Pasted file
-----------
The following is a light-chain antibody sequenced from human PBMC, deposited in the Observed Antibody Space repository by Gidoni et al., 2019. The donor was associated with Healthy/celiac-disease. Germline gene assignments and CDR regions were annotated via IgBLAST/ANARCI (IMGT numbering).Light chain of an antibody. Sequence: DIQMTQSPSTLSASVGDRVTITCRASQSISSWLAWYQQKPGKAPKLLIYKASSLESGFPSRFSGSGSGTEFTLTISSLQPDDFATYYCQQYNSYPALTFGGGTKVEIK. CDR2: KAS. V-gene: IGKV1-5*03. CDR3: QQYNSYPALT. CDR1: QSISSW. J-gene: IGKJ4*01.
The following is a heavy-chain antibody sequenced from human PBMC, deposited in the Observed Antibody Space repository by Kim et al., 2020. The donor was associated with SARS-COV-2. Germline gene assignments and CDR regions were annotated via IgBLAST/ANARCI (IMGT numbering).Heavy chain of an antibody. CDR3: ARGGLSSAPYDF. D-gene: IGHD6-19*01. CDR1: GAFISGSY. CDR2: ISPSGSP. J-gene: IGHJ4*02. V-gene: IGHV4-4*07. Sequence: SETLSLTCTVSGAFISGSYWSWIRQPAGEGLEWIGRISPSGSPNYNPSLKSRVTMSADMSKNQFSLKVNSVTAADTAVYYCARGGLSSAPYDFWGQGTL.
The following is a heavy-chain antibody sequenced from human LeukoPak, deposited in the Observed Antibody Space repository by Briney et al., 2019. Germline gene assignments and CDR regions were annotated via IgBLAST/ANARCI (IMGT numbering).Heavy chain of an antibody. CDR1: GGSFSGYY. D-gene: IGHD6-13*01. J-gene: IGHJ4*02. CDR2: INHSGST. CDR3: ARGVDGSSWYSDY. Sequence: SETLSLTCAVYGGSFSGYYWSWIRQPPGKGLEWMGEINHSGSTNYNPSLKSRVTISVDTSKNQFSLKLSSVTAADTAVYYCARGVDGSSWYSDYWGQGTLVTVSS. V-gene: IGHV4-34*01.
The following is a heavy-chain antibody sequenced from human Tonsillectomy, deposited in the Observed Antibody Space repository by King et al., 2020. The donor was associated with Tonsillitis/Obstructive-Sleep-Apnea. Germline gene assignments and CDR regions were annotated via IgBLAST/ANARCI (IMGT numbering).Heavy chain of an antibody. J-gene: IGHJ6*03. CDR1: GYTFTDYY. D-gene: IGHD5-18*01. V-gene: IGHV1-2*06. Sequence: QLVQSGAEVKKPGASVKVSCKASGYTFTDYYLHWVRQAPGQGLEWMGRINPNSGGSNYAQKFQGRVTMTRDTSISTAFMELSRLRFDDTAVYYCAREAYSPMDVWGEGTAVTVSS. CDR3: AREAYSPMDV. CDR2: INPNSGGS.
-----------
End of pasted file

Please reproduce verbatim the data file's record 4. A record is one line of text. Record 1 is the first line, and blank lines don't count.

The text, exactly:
The following is a heavy-chain antibody sequenced from human Tonsillectomy, deposited in the Observed Antibody Space repository by King et al., 2020. The donor was associated with Tonsillitis/Obstructive-Sleep-Apnea. Germline gene assignments and CDR regions were annotated via IgBLAST/ANARCI (IMGT numbering).Heavy chain of an antibody. J-gene: IGHJ6*03. CDR1: GYTFTDYY. D-gene: IGHD5-18*01. V-gene: IGHV1-2*06. Sequence: QLVQSGAEVKKPGASVKVSCKASGYTFTDYYLHWVRQAPGQGLEWMGRINPNSGGSNYAQKFQGRVTMTRDTSISTAFMELSRLRFDDTAVYYCAREAYSPMDVWGEGTAVTVSS. CDR3: AREAYSPMDV. CDR2: INPNSGGS.